The wings also feature separate flaps, although the instructions make no provision for lowering them. The large mid-wing fence (used, as one wag put it, to prevent the inner wing airflow from defecting to the tips) is molded separately. The wings are molded without the cannons in the root. If a cannon-armed version is built, a portion of the wing root must be removed to install the cannon. Cannon barrels both with and without the muzzle brakes are included. In addition, a separate panel is provided for the upper wing root which contains either the three vents seen on cannon-armed aircraft, or is plain for non-cannon birds. The wings lack the conventional tab-and-slot attachment point. Instead, they are a butt joint to the fuselage with the rear wing root fairing molded on the forward fuselage halves providing positioning.

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The engines are detailed mini-models in themselves and consist of over 50 parts each. 15 of these parts are various hoses and wires to detail the outside of the engines. A resin part represents an engine accessory pack that goes on top of each engine. The tan resin seems brittle and some of the detail seems a bit indistinct. The engines can be installed in the fuselage, or displayed separately on included trolleys. For those who don’t want to install the engines, Trumpeter provides a pair of exhaust covers.

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The level of cockpit detailing is similar to their MiG-21 series and makes for an acceptable cockpit out of the box if no one chooses to make an aftermarket set. The KK-2 seat consists of 11 parts and just needs the addition of some belts (not included) for completeness. Those who might be disappointed by the apparent lack of detail on the seats should remember that Soviet 50’s era ejection seats were quite simple and lack many of the boxes, wires, and cables seen on modern ejection seats. The instrument panel consists of a clear panel that is placed over an acetate sheet with printed instrument dials.

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The clear parts are relatively thin and free of distortion. Antenna lines are molded inside the tops of the single-seater’s canopy. Trumpeter’s use of a multipart mold results in a center seam on the canopy which must be removed. The single-seater canopy slides along a track in the cockpit panel aft of the seat and appears to be movable after building.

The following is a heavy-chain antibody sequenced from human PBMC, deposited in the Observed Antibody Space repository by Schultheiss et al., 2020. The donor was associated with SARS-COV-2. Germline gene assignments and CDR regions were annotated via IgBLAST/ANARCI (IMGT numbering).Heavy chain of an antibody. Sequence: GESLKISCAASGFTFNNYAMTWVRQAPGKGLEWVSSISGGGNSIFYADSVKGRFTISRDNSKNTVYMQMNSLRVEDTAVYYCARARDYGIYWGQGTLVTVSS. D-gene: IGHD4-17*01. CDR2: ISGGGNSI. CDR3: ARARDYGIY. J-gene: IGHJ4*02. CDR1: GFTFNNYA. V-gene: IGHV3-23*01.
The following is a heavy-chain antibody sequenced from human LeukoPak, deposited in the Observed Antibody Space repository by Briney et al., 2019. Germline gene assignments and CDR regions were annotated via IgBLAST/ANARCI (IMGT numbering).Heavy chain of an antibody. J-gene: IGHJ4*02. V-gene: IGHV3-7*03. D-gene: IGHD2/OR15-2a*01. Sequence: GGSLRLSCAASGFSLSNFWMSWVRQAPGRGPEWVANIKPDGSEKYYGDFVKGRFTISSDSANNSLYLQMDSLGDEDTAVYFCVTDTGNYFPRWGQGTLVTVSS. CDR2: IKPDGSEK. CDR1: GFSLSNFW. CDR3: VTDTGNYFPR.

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The wheel wells are separate pieces which ensures the surface detail on the upper wings is not marred by sinkmarks. The gear struts look good, although there are some ejector pin marks on one side that should be filled. Both flattened and non-flattened tires are included.

All kits include the wing tanks and associated pylons, and the pylon fitted under the inboard leading edge of the wing. The inboard pylons were popular on Chinese-built aircraft and East German Farmers, but were not fitted to Soviet and other Warsaw Pact aircraft. The strange backward pylons fitted aft of the main gear wells and used for carrying ORO-57K rocket pods on the MiG-19S are not included.



Specific Kit Comments

2207  MiG-19S

Includes the option of braked or unbraked cannon, and the braking parachute housing on the J-6/F-6. Although the instructions tell you to use the unbraked cannon and parachute housing on the Chinese aircraft, note that early F-6 aircraft lacked the chute housing and had the muzzle brakes on the cannon, so check your references for the particular aircraft you are doing. Markings for Soviet “Red 37” and Chinese J-6 “Red 2207”, both in NMF, and “Red 872”, a colorful East German Farmer C specially painted for the Fifth Word Aerobatic Championship in 1968 (the real aircraft crashed before the competition ). Generic Chinese and East German numbers are also included.

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2208 FT-6

Contains sprues with the extended forward fuselage, extra ventral fins, and the twin-tub cockpit. The new clear parts include the half-cone shaped internal windscreen used to separate the two cockpits for pressurization purposes. Markings are included for Pakistani FT-6 “Black 10105” from No. 25 Squadron in grey camouflage and Chinese JJ-6 “Red 41483” in NMF. Generic Chinese numbers are also included.

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2209 MiG-19PM

Contains sprues with the longer forward fuselage, and intake splitter and lip with housings containing the radar. The armament sprue contains four RU-2U and four RU-2US missiles and associated missile rails. The kit also contains various OFAB bombs and the instructions mention how to assemble them, but they are not shown in the loadout table included in the instructions, and it seems doubtful that –PMs would be used for ground attack duties. Save the bombs for other kits. Markings are included for Soviet MiG-19PM “Red 18”, East German MiG-19PM “Red 723”, and Chinese F-6B “Red 14121”. All aircraft are in NMF. Generic numbers for Chinese and East German aircraft are included.

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Trumpeter kits seem to be improving with each release.

These are all very nice kits and a welcome addition to the family of MiG kits. So far, Trumpeter has made the MiG-15, -17, -19, and -21 in 1/32 scale. Hey Trumpeter, how about a MiG-25 or a new MiG-29?

Highly recommended.

Sample kits courtesy of my ever dwindling bank account.

Dave Williams
IPMS/USA 19050

Review Copyright © 2002 by Dave Williams
Page Created 07 February, 2002
Last updated 22 July, 2003